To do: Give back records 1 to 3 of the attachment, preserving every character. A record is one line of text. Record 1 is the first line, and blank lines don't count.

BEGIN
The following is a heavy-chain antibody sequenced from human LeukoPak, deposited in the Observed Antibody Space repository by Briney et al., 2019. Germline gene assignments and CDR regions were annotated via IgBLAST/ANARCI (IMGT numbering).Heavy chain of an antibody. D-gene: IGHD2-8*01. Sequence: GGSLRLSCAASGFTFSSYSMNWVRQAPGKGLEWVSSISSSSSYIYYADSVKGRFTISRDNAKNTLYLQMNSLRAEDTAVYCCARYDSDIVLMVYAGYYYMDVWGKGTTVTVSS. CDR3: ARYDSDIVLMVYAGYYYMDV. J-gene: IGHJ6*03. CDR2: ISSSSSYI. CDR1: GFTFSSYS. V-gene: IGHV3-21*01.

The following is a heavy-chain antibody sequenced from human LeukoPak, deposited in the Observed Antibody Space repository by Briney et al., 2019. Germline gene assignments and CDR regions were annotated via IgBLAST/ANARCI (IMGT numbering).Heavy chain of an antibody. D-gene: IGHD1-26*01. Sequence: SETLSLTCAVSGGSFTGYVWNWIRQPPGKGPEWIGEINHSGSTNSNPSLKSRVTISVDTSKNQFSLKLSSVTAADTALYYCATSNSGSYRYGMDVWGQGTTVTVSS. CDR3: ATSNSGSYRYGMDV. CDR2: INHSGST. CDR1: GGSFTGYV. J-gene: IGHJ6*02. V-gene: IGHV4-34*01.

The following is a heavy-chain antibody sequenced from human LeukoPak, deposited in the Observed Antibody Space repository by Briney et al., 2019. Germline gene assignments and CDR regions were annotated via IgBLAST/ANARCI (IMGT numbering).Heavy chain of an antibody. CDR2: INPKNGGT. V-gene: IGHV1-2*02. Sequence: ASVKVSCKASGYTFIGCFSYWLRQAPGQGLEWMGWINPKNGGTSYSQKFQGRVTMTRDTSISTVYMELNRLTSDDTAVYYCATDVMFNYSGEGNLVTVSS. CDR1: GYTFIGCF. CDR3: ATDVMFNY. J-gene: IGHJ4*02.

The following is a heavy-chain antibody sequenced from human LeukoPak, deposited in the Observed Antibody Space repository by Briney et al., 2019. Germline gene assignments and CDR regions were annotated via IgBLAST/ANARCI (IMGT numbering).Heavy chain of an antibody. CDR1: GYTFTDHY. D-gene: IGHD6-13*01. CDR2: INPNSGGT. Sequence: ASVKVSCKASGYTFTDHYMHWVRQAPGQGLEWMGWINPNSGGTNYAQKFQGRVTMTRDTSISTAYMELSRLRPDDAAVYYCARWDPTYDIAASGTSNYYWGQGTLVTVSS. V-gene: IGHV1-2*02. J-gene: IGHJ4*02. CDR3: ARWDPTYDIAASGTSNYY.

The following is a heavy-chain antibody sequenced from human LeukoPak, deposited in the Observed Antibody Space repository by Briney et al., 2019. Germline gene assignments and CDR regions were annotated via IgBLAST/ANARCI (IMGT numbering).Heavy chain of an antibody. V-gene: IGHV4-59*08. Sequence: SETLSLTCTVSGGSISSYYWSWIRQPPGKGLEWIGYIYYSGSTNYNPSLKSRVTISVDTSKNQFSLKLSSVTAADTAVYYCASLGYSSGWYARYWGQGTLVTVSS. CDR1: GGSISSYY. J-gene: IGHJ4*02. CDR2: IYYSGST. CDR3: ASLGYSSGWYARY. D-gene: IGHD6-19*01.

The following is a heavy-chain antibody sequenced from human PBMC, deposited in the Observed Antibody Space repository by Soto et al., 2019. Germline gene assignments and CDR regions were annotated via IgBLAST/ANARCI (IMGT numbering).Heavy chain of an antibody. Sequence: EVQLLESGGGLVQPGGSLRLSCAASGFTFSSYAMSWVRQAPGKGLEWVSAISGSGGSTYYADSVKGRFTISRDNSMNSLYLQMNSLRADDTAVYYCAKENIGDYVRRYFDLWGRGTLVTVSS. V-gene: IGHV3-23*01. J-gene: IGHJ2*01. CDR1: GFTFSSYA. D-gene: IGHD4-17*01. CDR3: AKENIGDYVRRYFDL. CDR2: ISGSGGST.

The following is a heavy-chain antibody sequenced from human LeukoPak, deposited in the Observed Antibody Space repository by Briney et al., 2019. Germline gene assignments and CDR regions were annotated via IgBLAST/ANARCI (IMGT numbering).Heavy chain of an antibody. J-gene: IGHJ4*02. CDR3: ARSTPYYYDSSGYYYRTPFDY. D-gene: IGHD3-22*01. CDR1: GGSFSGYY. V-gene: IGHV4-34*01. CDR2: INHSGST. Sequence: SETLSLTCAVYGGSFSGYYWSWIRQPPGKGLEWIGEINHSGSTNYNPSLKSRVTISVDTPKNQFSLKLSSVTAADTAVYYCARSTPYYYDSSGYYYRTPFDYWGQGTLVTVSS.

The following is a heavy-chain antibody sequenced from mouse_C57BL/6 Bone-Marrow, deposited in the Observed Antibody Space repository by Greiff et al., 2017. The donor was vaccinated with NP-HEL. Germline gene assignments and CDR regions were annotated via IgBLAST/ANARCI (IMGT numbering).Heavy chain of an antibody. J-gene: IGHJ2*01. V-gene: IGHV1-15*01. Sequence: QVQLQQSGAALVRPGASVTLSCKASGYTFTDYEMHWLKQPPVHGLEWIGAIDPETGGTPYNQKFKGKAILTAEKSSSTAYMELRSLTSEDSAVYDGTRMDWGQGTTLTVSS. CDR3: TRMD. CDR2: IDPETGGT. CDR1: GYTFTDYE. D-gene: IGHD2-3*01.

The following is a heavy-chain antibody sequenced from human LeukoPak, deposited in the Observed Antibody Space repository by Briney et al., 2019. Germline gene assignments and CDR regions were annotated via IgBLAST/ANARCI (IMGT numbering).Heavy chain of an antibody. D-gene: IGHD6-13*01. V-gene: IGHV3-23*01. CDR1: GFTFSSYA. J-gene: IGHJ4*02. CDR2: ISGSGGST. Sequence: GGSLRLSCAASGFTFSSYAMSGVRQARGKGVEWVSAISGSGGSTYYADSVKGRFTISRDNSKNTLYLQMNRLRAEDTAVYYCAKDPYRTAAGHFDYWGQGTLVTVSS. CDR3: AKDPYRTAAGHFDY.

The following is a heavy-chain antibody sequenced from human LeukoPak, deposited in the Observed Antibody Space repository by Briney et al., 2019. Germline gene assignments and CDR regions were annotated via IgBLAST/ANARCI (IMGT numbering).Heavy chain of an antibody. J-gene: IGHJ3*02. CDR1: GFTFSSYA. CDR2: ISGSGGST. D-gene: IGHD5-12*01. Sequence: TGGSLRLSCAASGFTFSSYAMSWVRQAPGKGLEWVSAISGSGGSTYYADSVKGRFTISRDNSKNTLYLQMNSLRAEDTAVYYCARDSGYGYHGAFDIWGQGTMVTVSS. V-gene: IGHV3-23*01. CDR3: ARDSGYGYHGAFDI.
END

The following is a heavy-chain antibody sequenced from human LeukoPak, deposited in the Observed Antibody Space repository by Briney et al., 2019. Germline gene assignments and CDR regions were annotated via IgBLAST/ANARCI (IMGT numbering).Heavy chain of an antibody. D-gene: IGHD2-8*01. Sequence: GGSLRLSCAASGFTFSSYSMNWVRQAPGKGLEWVSSISSSSSYIYYADSVKGRFTISRDNAKNTLYLQMNSLRAEDTAVYCCARYDSDIVLMVYAGYYYMDVWGKGTTVTVSS. CDR3: ARYDSDIVLMVYAGYYYMDV. J-gene: IGHJ6*03. CDR2: ISSSSSYI. CDR1: GFTFSSYS. V-gene: IGHV3-21*01.

The following is a heavy-chain antibody sequenced from human LeukoPak, deposited in the Observed Antibody Space repository by Briney et al., 2019. Germline gene assignments and CDR regions were annotated via IgBLAST/ANARCI (IMGT numbering).Heavy chain of an antibody. D-gene: IGHD1-26*01. Sequence: SETLSLTCAVSGGSFTGYVWNWIRQPPGKGPEWIGEINHSGSTNSNPSLKSRVTISVDTSKNQFSLKLSSVTAADTALYYCATSNSGSYRYGMDVWGQGTTVTVSS. CDR3: ATSNSGSYRYGMDV. CDR2: INHSGST. CDR1: GGSFTGYV. J-gene: IGHJ6*02. V-gene: IGHV4-34*01.

The following is a heavy-chain antibody sequenced from human LeukoPak, deposited in the Observed Antibody Space repository by Briney et al., 2019. Germline gene assignments and CDR regions were annotated via IgBLAST/ANARCI (IMGT numbering).Heavy chain of an antibody. CDR2: INPKNGGT. V-gene: IGHV1-2*02. Sequence: ASVKVSCKASGYTFIGCFSYWLRQAPGQGLEWMGWINPKNGGTSYSQKFQGRVTMTRDTSISTVYMELNRLTSDDTAVYYCATDVMFNYSGEGNLVTVSS. CDR1: GYTFIGCF. CDR3: ATDVMFNY. J-gene: IGHJ4*02.